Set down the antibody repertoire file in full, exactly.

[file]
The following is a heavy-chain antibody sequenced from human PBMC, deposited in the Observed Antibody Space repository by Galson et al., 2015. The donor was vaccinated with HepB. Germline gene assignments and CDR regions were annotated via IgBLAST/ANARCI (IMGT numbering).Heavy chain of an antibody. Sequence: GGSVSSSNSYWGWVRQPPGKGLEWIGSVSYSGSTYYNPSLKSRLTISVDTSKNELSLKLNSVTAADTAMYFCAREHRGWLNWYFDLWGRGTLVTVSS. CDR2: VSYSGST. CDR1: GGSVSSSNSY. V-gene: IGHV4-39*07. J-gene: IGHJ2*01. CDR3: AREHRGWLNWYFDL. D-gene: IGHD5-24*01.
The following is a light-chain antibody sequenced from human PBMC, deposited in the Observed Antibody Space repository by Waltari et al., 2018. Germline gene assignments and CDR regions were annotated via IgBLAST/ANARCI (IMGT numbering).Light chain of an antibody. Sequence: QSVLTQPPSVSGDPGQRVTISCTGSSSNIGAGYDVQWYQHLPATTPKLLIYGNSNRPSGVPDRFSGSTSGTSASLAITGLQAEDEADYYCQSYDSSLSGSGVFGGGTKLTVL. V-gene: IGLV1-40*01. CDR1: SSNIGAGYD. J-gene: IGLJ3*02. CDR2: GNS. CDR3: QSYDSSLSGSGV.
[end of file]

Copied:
The following is a heavy-chain antibody sequenced from human PBMC, deposited in the Observed Antibody Space repository by Galson et al., 2015. The donor was vaccinated with HepB. Germline gene assignments and CDR regions were annotated via IgBLAST/ANARCI (IMGT numbering).Heavy chain of an antibody. Sequence: GGSVSSSNSYWGWVRQPPGKGLEWIGSVSYSGSTYYNPSLKSRLTISVDTSKNELSLKLNSVTAADTAMYFCAREHRGWLNWYFDLWGRGTLVTVSS. CDR2: VSYSGST. CDR1: GGSVSSSNSY. V-gene: IGHV4-39*07. J-gene: IGHJ2*01. CDR3: AREHRGWLNWYFDL. D-gene: IGHD5-24*01.
The following is a light-chain antibody sequenced from human PBMC, deposited in the Observed Antibody Space repository by Waltari et al., 2018. Germline gene assignments and CDR regions were annotated via IgBLAST/ANARCI (IMGT numbering).Light chain of an antibody. Sequence: QSVLTQPPSVSGDPGQRVTISCTGSSSNIGAGYDVQWYQHLPATTPKLLIYGNSNRPSGVPDRFSGSTSGTSASLAITGLQAEDEADYYCQSYDSSLSGSGVFGGGTKLTVL. V-gene: IGLV1-40*01. CDR1: SSNIGAGYD. J-gene: IGLJ3*02. CDR2: GNS. CDR3: QSYDSSLSGSGV.